There is no limit to what we as women, can accomplish,’ is the sentiment from Nhlanhla Mchunu, a Gender Based Violence (GBV) community development worker who has been with Rays of Hope assisting victims of GBV for the past five years. In light of the many cases of domestic abuse and violence she has seen in the community of Alexandra Township, and with Women’s Month upon us, Nhlanhla highlighted the daily struggles women go through.

“Working in the field with victims of gender-based violence can be very challenging and heartbreaking, as so many of the victims we speak to look defeated and lost and don’t know who to turn to for support,” explains Mchunu. “Our job is to counsel them every day and demonstrate to them that they are worthy and should not be made to feel inferior by their partners. This can sometimes be very hard to do with a defeated woman, who often feels like she is not worthy of love or respect.”

Mchunu says that while Rays of Hope offers the victims love and support, one of the most frustrating parts of working in a community like Alexandra is that many victims of gender-based violence return to the same cycle of abuse. According to a survey conducted by Rays of Hope and their School Intervention Programme, 43% of the women go back to their partners as a result of being unable to support themselves financially, or the fear that their children will get taken away from them to either live with an abusive parent, or worse – be left on the streets.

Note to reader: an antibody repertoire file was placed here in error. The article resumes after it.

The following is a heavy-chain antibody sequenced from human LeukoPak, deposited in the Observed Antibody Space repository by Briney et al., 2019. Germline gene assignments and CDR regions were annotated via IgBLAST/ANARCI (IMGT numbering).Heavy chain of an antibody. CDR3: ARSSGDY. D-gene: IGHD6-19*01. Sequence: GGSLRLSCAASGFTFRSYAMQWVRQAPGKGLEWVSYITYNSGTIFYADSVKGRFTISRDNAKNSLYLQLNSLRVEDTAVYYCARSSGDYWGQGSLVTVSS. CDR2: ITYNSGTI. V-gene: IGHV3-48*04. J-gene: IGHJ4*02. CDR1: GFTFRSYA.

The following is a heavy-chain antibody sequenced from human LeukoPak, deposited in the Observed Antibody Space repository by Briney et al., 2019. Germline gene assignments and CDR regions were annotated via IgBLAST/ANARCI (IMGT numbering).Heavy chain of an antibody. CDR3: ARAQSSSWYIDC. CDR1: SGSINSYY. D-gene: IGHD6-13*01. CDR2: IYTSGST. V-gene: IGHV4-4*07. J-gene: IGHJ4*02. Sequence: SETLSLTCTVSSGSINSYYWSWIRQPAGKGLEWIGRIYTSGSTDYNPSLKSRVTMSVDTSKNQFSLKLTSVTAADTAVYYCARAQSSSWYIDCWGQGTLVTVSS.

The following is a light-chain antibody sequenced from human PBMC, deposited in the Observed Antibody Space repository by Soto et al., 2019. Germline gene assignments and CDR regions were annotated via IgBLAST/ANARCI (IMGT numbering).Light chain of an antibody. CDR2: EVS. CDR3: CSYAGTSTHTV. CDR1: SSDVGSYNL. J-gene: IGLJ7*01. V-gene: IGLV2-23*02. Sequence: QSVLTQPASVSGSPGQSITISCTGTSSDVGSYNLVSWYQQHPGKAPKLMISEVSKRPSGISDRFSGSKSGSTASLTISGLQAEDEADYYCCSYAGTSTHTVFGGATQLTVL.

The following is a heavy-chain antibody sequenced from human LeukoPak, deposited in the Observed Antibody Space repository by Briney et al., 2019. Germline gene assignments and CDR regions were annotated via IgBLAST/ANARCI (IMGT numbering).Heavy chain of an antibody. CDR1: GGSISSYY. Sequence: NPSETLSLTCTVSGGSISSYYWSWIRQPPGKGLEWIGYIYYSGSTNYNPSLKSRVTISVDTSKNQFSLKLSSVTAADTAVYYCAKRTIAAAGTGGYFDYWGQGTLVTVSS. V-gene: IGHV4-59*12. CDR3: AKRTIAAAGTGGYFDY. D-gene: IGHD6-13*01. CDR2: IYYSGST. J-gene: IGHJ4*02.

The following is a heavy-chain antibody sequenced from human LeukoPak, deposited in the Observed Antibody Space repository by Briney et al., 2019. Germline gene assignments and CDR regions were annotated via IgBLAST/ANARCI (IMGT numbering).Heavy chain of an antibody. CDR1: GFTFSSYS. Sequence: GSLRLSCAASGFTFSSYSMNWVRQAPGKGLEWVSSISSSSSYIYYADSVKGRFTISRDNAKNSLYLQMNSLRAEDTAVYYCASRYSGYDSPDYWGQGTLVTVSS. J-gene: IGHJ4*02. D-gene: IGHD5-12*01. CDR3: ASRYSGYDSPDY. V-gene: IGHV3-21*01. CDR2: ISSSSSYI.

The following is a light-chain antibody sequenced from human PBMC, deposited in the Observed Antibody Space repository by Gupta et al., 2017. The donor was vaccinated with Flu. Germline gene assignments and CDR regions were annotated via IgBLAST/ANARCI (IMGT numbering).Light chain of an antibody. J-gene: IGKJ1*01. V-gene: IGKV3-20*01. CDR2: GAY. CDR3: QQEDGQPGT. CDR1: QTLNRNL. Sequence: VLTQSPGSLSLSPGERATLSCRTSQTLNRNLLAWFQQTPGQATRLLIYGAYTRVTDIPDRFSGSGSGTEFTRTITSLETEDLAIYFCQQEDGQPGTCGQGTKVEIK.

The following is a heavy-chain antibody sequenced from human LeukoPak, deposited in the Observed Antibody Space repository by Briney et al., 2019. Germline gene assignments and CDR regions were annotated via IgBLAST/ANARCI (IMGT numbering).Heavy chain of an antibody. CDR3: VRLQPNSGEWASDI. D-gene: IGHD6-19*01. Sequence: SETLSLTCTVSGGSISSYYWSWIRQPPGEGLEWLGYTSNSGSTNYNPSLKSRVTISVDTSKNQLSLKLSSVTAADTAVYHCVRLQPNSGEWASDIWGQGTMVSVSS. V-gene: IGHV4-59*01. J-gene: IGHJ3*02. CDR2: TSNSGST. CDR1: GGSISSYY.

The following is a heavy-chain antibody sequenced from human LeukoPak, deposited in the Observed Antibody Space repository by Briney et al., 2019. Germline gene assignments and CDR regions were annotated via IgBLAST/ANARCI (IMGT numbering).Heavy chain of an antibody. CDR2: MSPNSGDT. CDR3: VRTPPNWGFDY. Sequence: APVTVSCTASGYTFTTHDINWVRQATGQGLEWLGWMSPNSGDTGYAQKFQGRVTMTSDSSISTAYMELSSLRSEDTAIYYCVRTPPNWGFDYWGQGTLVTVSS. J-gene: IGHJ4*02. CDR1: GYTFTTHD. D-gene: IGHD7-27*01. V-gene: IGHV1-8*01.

“While most women do go back to their partners, there are the fair few who carry on with the counseling and start to see that they are worthy and can survive on their own. It’s so empowering to see some of the victims go on to start new lives and even their own small businesses in the community to make a living in a peaceful and happy environment. This is what makes my job worthwhile, seeing them rise above what they have been through and accomplish great things,” adds Mchunu.

As gender-based violence continues to grow, organisations like Rays of Hope are starting to see more instances in primary schools. Both young boys and girls are falling victim to gender-based violence, where many are afraid to return to school out of fear of being beaten up or even killed.

Nhlanhla and the rest of the social workers at Rays of Hope are working hard to intervene at local Alexandra-based schools before violence ensues between the students. However, lack of social workers and funding does not allow them to do this very often.

“Social workers offer much-needed support for the community. My colleagues and I are pleading to corporate South Africa and generous donors to please help fund the programme by donating to Rays of Hope, so the NGO can hire more social workers and obtain more funding to help those women and children in need,” concludes Mchunu.

To find out how you or your company can be of support, please contact Tracey Peppler at [email protected] or visit raysofhope.co.za/gbv/ to read more about how Rays of Hope and its social workers assist the community.